The shift in the wetting conditions during injection of modified salinity water (MSW) in carbonate reservoirs has been interpreted in several recent works through the DLVO extended theory. Two simplifications are usually adopted when applying the DLVO extended theory: (i) the electrostatic energy interaction is quantified by an analytical solution developed for systems containing only monovalent ions and (ii) the structural forces are independent of the type of brine. We address those by prioritizing the brine chemistry. We initially calculate the potential at the mineral and oil surfaces using two different surface complexation models implemented in Phreeqc and then we quantify the electrostatic forces by solving numerically the Poisson Boltzmann (PB) equations for non/symmetrical electrolytes. We observe that not only the identity of the ions, but also, more importantly, the boundary conditions (constant surface charge or constant surface potential) considered for the solution of PB can drastically modify the calculated electrostatic energy profile. We then calculate the total interaction energy and estimate a microscopic contact angle that is consistent with measured values. Our calculations show that increasing the concentration of salts such as MgCl2, CaCl2, and MgSO4 leads to more water-wet conditions, whereas salts like NaCl, KCl, and Na2SO4 show the opposite effect.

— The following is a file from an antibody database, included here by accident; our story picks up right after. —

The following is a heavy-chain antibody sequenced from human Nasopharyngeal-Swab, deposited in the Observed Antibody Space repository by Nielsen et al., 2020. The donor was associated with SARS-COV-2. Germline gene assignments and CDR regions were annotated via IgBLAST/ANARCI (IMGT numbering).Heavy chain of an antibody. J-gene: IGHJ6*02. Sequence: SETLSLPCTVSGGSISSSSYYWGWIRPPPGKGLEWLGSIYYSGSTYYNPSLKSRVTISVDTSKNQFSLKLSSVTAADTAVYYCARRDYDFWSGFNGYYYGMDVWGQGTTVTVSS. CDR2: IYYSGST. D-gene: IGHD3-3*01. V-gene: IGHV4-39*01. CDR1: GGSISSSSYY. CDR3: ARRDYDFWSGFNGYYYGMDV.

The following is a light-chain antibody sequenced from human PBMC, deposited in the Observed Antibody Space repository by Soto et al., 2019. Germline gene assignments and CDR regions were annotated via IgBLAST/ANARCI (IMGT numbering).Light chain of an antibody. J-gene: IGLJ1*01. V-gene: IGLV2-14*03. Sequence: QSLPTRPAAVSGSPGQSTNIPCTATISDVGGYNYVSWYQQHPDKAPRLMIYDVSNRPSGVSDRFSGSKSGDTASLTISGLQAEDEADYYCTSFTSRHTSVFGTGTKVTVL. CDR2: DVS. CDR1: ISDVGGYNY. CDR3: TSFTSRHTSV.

Bibliographical noteFunding Information:
The research leading to these results has received funding from the Danish Hydrocarbon Research and Technology Centre under the Advanced Water Flooding program .
- Extended DLVO theory
- Modified salinity water
- Poisson–Boltzmann equation
- Wettability change